Latin name: Cyperus esculentus

Family: Cyperaceae

Common name: Yellow nutsedge

Life cycle: perennial
Habit: Upright with grass-like foliage (but nutsedge is not a grass!!!!!).
Foliage:  Long, glossy, 3-ranked, linear leaves.  At a glance, leaves appear similar to grass.  Nutsedge leaves are angular, with a cross-sectional view appearing like the letter 'W'.  

Cotyledon or seedling:  Nutsedge plants most often emerge from tubers.  Foliage emerging from tubers appears similar to mature foliage, just smaller.
Roots:  Fibrous root system.  Nutlets (tubers, really) develop within the root system, from which new plants develop.  New plants emerging from nutlets are difficult to control with preemergence herbicides, and generally only products containing the active ingredient metolachlor (such as Pennant) will provide acceptable preemergence control.   Plants also spread by rhizomes.
Emergence: Yellow nutsedge emerges when soil temperatures are sufficiently high, usually in mid-April.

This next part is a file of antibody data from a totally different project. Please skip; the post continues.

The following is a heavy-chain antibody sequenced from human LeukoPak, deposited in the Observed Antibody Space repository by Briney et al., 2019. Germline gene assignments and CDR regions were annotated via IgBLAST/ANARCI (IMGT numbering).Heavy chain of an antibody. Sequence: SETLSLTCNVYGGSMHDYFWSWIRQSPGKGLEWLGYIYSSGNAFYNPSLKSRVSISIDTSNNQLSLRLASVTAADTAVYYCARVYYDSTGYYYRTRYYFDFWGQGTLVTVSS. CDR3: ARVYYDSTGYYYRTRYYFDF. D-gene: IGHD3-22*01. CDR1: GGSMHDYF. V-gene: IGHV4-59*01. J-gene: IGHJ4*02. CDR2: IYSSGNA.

Special considerations:  In Oregon, only yellow nutsedge is problematic.  Some growers have reported seeing purple nutsedge, but also stated that it did not persist year after year.  This may be due to winter climate (temperatures), though I'm not certain.  Nonetheless, yellow nutsedge (Cyperus esculentus) is the species Oregon growers should be most concerned with.

Control:  Neither tilling nor cultivation are effective, and both practices often make the problem worse.  Hoeing is not effective.  Translocated postemergence herbicides are necessary for complete control of root system and tubers, otherwise, new plants will emerge.  Contact herbicides are not effective (for long-term control).

Look alikes: purple nutsedge (Cyperus rotunda) and liriope (it takes a well trained eye to see and weed nutsedge from 'Big Blue' liriope).

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